Turning from a keen, hobby gardener into a full time professional gardener can go one of two ways. I was going to find out which path I was setting out on very quickly.

As well as starting out as a part-time jobbing gardener, I filled the rest of my working week, between my three children’s school runs, working in the local garden centre.

I loved that job. Out in all weathers, meeting the public, speaking the gardening language, soaking up horticultural snippets, finding out how to care for and identify plants and learning their Latin names. Everything fell into place. I realised almost immediately I had found my tribe.

Evenings were spent reading voraciously to extend and accrue every possible facet of professional knowledge I could.

A couple of years down the line, the weekly gardening rounds of customers were crying out for me to find yet more slots. Again, I took the another leap of faith and plunged into the financially blindfolded world of being newly and totally self-employed, bidding farewell to the garden centre, and embraced life as a full time professional gardener. Riches were never going to be my reward, however it appeared then as good for the mind as it seemed for the body. Oh really?

As the rounds grew, it became obvious I was working myself into the ground so took on others to help. Mainly, but not exclusively women as you perhaps read in an earlier post. Mostly muck ‘n’ bras. With my trusty band of fabulous helpers the business romped ahead.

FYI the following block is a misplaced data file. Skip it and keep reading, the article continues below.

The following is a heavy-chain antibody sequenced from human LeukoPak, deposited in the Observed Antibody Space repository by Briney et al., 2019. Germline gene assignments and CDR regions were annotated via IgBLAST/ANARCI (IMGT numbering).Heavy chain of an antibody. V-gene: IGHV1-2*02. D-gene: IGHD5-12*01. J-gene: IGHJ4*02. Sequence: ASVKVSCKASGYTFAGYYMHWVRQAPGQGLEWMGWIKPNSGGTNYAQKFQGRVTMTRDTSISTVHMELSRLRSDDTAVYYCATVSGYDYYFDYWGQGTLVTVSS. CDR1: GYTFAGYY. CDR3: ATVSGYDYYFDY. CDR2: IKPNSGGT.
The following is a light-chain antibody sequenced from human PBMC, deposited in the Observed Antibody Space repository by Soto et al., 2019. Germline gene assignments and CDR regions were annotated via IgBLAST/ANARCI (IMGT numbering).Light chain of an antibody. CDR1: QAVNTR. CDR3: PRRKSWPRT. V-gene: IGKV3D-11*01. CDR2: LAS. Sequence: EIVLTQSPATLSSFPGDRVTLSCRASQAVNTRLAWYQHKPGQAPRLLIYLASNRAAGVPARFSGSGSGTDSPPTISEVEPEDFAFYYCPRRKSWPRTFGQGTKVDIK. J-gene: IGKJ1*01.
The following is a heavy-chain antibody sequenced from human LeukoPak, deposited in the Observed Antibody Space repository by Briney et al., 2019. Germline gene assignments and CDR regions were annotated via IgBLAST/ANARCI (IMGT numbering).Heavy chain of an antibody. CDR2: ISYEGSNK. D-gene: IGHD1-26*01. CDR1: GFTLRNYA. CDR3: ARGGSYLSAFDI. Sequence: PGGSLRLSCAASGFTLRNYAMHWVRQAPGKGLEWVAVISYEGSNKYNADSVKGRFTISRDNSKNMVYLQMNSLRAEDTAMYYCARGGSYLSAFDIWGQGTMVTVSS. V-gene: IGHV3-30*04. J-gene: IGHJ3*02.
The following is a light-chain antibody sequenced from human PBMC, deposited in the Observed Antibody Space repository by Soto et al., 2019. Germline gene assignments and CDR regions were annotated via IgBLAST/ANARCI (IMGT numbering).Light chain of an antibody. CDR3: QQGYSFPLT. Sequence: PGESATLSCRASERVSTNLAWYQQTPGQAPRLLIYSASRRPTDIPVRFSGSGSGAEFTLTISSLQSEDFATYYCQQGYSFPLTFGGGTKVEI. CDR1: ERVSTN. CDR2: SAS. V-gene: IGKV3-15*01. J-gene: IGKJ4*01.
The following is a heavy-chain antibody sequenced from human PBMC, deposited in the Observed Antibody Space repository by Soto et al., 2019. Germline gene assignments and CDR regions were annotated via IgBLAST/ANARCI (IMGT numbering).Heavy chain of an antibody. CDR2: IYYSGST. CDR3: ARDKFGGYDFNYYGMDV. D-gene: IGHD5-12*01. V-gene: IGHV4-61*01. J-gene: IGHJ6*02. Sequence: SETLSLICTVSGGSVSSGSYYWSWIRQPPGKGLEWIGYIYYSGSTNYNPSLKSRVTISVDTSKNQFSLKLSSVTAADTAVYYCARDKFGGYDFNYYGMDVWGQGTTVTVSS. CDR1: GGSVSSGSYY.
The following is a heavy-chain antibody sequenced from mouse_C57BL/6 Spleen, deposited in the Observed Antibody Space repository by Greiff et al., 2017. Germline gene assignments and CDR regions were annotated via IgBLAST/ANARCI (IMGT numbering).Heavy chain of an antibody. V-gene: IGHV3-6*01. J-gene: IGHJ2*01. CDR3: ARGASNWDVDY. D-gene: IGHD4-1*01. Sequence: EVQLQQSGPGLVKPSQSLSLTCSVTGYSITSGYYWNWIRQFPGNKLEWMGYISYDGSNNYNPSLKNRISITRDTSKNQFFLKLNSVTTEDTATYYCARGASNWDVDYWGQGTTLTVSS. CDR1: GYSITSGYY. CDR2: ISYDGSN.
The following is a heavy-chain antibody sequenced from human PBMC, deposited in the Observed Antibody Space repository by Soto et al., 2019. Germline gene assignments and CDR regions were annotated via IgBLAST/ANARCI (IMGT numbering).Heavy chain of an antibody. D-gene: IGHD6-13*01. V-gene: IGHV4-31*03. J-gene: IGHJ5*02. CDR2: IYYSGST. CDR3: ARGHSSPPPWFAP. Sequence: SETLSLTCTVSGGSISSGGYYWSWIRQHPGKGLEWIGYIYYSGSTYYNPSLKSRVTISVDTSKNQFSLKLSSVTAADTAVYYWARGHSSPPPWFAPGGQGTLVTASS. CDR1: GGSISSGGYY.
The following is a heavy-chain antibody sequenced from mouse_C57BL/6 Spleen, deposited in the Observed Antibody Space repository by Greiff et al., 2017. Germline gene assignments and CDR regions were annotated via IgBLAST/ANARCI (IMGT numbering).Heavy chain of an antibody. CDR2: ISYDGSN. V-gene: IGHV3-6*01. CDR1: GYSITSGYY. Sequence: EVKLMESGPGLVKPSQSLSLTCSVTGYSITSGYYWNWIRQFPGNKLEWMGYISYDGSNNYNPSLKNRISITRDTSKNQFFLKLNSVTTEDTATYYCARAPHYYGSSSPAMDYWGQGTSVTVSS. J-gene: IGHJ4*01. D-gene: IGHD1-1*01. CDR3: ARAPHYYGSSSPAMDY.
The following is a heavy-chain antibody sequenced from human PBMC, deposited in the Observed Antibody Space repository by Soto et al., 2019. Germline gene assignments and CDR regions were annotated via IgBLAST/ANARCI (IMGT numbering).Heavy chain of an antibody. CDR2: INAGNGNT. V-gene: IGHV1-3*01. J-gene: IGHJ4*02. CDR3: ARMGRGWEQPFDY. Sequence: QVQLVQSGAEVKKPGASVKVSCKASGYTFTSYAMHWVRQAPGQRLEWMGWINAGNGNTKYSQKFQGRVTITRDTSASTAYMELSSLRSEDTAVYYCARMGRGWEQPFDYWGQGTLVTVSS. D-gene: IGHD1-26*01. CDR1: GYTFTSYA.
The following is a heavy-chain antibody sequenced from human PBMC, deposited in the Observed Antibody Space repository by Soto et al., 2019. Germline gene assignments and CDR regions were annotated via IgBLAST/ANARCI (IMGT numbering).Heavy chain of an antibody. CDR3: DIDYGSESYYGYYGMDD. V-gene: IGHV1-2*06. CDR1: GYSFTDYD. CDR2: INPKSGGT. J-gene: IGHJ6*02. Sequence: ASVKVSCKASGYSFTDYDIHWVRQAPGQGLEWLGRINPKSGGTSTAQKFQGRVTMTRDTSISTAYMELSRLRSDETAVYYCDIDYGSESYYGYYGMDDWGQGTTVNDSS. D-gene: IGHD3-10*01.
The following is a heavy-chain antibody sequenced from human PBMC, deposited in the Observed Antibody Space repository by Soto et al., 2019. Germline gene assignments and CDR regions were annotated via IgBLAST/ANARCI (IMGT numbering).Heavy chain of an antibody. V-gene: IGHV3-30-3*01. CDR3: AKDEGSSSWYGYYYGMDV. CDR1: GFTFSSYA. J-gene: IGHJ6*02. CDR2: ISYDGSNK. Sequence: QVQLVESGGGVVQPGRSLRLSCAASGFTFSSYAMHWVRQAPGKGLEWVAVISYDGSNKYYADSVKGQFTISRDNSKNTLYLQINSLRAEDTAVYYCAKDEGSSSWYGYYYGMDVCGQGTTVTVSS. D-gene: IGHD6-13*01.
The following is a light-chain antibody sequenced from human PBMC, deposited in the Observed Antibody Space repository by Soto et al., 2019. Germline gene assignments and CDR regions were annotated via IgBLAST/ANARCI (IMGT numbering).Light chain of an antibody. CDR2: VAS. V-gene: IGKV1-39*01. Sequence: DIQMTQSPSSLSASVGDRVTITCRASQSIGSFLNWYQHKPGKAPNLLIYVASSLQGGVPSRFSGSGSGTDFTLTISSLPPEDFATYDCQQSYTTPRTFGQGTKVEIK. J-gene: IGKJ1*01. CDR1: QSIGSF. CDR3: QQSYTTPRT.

There was, however, a gaping hole that needed filling.

Customers were asking for design work, not only simple mowing, weeding, pruning and hedge cutting. Enrolling on a garden design course, I set to, devouring every assignment with relish, surprising myself by achieving high marks in the process.

Complete projects trickled in. Better paid ones too. Finding good quality hard landscapers became one challenge too far, so husband Simon abandoned his job and joined me on his own very steep learning curve. He too, worked every evening to find out the best possible way of doing things from the by then enormous library of books I had amassed. There was no Google back in the early 1990’s.

Design work flourished, maintenance rounds were full to bursting, and landscaping projects trickled in reliably and were completed in house. Garden creation to completion, and care beyond. Within a couple of years of Simon joining me, we had a one year waiting list for the landscaping projects. We were cooking with gas.

Until one autumn morning, I awoke and announced to my stunned husband that I wanted to design and build a show garden.



Hi, thanks for stopping by!

I’m Jill, a RHS gold medal winning English professional gardener, garden designer and landscaper living in South West France since 2012. This is a personal account of my gardening life, some of the jolly and occasionally not so jolly japes that ensued while working, that probably caused my subsequent back problems.